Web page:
Stiletto by Michael Webb

“Didn’t you see how she was looking at you?”

I drove on, the road nearly empty, my brain processing friction, velocity, angles, momentum, speed. The calculus of a body, moving through space. Leaving point A, heading for point B. “52nd Street” blared from the stereo.

“Didn’t you?”

“Who?” That seemed safe.

“That woman. Jessica.” My wife spat the words out.

Nick’s assistant, Jessica. Jessica with the doe eyes and low cut top and too high heels.

“How was she looking at me?” There was only one place conversations like this ended.

“She wants you.”

“Don’t be ridiculous. I’m married, for one thing. ”

“Oh, she does. She wants you. You don’t know. You don’t understand how women are. You don’t know what we’re capable of.” That was true.

“I don’t think she’s like that.”

“We’re all like that,” my wife said firmly.

“I doubt it. Not her, ” I said softly. I accelerated a little bit more.

“You never think women do anything wrong,” she told me. “Never. I wouldn’t trust her with you for one second. I’ll slit her throat if she touches you.”

I thought she was wrong, but I had been married too long to say that.

“Would you?” she said, rubbing her nyloned foot. Her heels were high, too.

“No. Of course not.” I pulled through a stoplight, glancing around for cops.

“You know you love the knife,” Billy Joel told us.


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Filed under Michael Webb

13 responses to “Stiletto by Michael Webb

  1. Having lived with four women for almost twenty year now, I definately say they’re evil…it’s why I love them.

  2. Being married to a woman for almost that long, I will neither confirm nor deny your remark.

  3. There’s a little of the evil in all of us. This story of yours, though? Deliciously, devilishly good.

    Well done, Michael.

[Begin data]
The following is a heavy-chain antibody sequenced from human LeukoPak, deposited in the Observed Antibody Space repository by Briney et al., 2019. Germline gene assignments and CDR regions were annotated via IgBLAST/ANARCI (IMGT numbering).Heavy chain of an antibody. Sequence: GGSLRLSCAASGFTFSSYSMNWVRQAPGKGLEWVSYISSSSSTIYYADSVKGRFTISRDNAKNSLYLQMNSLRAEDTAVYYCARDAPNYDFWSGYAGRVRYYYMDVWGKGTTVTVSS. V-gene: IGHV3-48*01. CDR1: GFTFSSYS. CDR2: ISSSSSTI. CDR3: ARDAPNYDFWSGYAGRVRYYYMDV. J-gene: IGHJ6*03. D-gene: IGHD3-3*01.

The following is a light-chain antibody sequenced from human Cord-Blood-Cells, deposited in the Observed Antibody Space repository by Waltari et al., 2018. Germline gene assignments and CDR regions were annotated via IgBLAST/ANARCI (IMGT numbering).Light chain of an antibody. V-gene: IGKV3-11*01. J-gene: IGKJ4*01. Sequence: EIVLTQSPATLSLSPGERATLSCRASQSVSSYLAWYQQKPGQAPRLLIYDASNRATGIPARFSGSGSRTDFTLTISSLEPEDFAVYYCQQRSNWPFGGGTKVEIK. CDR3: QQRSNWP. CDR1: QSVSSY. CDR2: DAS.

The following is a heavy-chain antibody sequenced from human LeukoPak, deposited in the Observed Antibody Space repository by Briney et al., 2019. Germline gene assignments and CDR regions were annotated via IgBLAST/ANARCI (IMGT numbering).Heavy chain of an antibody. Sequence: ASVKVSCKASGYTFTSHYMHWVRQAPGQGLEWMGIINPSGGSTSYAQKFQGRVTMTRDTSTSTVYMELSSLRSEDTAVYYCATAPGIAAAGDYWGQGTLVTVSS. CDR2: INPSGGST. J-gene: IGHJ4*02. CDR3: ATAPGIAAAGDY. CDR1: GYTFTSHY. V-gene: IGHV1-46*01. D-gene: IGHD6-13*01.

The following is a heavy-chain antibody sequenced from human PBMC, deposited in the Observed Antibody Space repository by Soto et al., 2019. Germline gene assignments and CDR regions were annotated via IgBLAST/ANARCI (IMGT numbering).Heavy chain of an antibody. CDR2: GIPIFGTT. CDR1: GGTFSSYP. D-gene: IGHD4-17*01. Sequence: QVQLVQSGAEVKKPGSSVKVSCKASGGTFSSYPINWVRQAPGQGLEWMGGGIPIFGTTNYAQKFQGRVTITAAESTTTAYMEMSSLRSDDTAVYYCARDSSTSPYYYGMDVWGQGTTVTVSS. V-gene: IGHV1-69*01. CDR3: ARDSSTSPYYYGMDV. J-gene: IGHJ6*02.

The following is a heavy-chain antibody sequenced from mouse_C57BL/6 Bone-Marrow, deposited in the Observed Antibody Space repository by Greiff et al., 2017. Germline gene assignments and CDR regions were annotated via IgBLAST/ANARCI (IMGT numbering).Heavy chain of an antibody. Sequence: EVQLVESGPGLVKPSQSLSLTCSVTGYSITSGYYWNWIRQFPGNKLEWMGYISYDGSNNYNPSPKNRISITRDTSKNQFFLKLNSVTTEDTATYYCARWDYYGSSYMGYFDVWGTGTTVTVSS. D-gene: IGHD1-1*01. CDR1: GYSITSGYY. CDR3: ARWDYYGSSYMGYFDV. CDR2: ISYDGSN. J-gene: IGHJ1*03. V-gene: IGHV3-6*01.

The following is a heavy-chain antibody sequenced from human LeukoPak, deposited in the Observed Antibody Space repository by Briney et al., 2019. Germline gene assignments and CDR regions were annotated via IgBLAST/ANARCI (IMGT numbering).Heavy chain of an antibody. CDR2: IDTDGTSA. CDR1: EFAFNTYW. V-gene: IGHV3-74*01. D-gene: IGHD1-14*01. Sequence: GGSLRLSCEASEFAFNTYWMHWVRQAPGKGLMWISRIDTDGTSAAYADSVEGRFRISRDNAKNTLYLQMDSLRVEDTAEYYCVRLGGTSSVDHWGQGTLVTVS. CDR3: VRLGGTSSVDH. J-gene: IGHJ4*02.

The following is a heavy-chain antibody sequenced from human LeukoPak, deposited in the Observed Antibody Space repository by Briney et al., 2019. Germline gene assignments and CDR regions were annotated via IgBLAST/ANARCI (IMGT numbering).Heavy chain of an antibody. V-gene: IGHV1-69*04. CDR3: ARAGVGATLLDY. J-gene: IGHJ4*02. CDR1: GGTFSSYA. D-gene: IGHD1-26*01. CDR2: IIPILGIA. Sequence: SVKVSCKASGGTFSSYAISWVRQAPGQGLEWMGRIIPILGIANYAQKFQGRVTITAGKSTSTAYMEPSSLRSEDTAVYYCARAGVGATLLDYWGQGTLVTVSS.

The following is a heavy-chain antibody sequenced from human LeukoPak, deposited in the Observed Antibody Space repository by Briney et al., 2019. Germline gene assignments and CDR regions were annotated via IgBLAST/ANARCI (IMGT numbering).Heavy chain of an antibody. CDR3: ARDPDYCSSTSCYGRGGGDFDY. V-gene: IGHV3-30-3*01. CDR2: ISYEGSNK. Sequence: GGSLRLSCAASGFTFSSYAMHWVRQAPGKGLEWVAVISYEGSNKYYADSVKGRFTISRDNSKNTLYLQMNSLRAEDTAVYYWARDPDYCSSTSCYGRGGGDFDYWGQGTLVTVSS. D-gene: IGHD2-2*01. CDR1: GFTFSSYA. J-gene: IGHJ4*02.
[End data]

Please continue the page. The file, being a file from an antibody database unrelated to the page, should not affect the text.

4. Oh man, you have hit the nail on the head for pretty much any relationship, and two people who are “in love,” and have “something to lose.”
    I have one minor suggestion, a quick fix: if you move the sentence ‘That was true.’ to the beginning of the next line, it stays more in the POV of the main character (husband) and we wouldn’t wonder if she thinks it after saying it on her previous line.

    Great job, Michael!

  5. Interesting couple-story, I like how he is protective of “the other woman” but his wife is no dumb-dumb. She’ll take his balls off in a split second. And I think he knows it.

  6. K

    I love how you developed the two female characters around the stiletto, both women with a lot more in common than the husband is willing to admit (at least out loud). The husband’s character, on the other hand, is developed around the notion of blindness. He is neither blind to the charm of Jessica nor the murderous streak of his wife and yet he knows enough to not acknowledge seeing either. Another great piece!
    – Karla

  7. Ah, and the worst he’ll ever do, despite his desires, will be to slip through a red light. Perfect.

  8. Her heels were high too. Sort of says it all; doesn’t it?

  9. Jeez – damned if you do and damned if you don’t! Maybe the other woman was the wife’s secret twin?! I did like this Michael – the kind of scenario that only, only, only leads to fathomless trouble.

  10. great sharp piece, in more ways than one. everyone else pretty much sums it up. peace…

  11. Thank you all so much.

    @Robert- I intended it all to be in the husband’s head, with the wife only involved through her dialogue. Upon reflection, you are so right- moving the sentence makes that abundantly clear. Thanks for the advice.

  12. len kuntz

    i liked “the calculus of a body.

  13. Pingback: Week # 47 – Blind Spot | 52|250 A Year of Flash

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